The Kentucky Wildcats are one of the last programs standing of the blue bloods of college basketball.
ESPN tweeted this earlier today:
This is the 2nd time since 1985 that only one of the four "blueblood" schools (Duke, KU, UK, UNC) made the Sweet Sixteen. (Duke in '06).
— ESPN College BBall (@ESPNCBB) March 26, 2014
Unfortunately for ESPN, they forgot about the UCLA Bruins, who are also in the Sweet 16 this weekend. Possibly, due to the Twitter rules for character limits, they left out the Indiana Hoosiers. The Hoosiers, of course, didn’t make the NCAA or NIT this year. Tom Crean went as far as turning down an invitation to play in the CBI. He’ll be run out of Bloomington in a few seasons if they don’t start winning again.
Staying home will be the Kansas Jayhawks, Duke Blue Devils, and the North Carolina Tar Heels. These are the five schools that people think of first when it comes to college basketball and historic programs. However, UCLA lags behind the other four when it comes to all-time wins in college basketball through the end of the 2012-13 season–mostly due to some lean years in the 1990s and early 2000s.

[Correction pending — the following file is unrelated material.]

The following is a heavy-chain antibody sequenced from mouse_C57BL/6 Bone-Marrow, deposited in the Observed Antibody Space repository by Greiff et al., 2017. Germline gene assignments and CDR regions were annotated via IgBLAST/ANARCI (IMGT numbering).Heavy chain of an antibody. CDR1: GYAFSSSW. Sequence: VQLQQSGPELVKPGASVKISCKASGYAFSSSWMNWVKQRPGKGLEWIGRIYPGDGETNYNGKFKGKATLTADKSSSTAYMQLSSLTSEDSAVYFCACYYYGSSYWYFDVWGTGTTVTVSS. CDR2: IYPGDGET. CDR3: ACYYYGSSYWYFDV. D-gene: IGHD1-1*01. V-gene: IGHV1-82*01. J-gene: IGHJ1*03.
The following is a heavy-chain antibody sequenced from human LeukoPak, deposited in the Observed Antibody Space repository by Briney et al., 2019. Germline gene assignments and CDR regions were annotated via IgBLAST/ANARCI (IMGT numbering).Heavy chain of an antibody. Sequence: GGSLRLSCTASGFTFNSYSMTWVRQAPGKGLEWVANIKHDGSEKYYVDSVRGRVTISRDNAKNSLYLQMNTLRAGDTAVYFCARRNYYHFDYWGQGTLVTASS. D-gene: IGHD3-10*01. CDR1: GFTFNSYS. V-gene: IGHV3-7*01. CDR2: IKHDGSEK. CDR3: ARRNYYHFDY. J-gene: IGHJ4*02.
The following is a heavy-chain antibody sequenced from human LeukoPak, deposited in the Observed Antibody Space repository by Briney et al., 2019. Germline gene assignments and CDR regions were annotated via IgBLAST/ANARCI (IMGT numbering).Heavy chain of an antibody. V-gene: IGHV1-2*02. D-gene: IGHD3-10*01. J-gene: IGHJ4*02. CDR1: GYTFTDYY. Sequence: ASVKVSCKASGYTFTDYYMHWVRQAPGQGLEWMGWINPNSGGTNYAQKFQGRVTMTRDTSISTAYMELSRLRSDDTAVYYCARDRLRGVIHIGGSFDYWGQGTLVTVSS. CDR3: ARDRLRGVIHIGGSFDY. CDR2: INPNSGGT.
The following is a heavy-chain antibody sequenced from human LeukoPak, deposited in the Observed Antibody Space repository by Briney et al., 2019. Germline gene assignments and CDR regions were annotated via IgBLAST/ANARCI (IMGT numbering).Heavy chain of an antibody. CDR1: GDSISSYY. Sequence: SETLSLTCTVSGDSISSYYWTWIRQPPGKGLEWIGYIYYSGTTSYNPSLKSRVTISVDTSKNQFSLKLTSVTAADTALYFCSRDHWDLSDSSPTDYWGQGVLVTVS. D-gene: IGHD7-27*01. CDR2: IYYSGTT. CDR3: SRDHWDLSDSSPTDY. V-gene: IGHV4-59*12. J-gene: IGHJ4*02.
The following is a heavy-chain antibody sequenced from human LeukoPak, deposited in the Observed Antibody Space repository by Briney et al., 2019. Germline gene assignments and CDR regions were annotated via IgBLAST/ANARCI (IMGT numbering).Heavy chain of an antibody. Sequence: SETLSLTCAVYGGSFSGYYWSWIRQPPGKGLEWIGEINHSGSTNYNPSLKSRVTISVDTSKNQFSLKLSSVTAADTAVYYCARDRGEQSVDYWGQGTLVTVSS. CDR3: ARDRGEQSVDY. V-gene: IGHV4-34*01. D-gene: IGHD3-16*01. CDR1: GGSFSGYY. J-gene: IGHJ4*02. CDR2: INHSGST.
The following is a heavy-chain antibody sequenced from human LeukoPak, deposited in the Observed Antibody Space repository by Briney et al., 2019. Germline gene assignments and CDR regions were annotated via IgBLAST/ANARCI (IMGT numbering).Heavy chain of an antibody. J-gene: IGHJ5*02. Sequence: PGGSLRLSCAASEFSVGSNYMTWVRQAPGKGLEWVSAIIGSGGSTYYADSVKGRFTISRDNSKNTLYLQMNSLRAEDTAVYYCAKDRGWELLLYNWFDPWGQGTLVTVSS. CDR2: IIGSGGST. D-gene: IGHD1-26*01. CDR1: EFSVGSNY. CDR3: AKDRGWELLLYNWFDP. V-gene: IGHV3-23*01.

If ESPN’s definition of blue bloods is 2,000 wins or more in college basketball, UCLA would not meet the requirements. As a matter of fact, the next team to hit 2,000 wins will likely be the Syracuse Orange.
Once one starts to do some digging and it turns out that there are not four blue bloods but six.
They’re the elite of the elite, the kind of programs who blend historical success and influence with sheer cultural force, and thus maintain the highest set of expectations each and every season. Those expectations are simple, even singular: Win the national championship. Anything less, even in this diffuse modern era of the sport, is unacceptable.
For these programs, it’s championship or bust.